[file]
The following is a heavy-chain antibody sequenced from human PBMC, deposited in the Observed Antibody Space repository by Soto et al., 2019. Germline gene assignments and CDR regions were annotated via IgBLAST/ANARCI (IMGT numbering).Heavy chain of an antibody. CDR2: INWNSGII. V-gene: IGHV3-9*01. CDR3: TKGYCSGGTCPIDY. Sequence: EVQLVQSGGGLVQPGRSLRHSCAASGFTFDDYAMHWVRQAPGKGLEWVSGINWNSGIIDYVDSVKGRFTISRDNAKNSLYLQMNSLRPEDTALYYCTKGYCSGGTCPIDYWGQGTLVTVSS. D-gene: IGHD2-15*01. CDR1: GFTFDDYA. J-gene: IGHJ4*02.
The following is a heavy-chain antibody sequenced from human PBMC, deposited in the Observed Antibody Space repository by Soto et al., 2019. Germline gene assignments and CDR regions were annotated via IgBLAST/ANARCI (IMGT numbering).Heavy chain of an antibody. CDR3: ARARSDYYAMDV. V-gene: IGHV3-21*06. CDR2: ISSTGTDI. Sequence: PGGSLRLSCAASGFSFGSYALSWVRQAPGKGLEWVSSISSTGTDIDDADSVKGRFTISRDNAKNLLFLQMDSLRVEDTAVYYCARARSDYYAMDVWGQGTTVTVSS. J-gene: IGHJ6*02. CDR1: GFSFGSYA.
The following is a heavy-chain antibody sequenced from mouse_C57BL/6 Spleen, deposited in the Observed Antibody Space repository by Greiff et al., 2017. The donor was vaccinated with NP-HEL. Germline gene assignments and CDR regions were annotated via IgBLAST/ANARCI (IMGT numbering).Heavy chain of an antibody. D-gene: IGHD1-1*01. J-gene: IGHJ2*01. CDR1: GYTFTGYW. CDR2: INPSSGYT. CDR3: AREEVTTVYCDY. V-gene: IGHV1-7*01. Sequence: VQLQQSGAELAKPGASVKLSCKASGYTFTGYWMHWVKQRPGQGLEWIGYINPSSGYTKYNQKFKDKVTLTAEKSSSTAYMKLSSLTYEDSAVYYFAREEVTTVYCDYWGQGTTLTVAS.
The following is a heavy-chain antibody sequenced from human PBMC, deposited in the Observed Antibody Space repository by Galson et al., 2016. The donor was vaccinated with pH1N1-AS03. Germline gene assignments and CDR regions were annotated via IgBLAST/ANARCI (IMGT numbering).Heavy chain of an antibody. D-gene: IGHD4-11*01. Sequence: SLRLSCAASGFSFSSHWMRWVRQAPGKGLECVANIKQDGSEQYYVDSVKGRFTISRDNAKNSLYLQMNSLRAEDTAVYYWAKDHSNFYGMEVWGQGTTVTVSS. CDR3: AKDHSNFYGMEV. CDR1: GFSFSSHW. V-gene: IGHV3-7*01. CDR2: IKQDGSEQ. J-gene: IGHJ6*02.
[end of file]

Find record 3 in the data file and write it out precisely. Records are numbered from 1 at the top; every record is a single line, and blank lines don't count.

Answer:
The following is a heavy-chain antibody sequenced from mouse_C57BL/6 Spleen, deposited in the Observed Antibody Space repository by Greiff et al., 2017. The donor was vaccinated with NP-HEL. Germline gene assignments and CDR regions were annotated via IgBLAST/ANARCI (IMGT numbering).Heavy chain of an antibody. D-gene: IGHD1-1*01. J-gene: IGHJ2*01. CDR1: GYTFTGYW. CDR2: INPSSGYT. CDR3: AREEVTTVYCDY. V-gene: IGHV1-7*01. Sequence: VQLQQSGAELAKPGASVKLSCKASGYTFTGYWMHWVKQRPGQGLEWIGYINPSSGYTKYNQKFKDKVTLTAEKSSSTAYMKLSSLTYEDSAVYYFAREEVTTVYCDYWGQGTTLTVAS.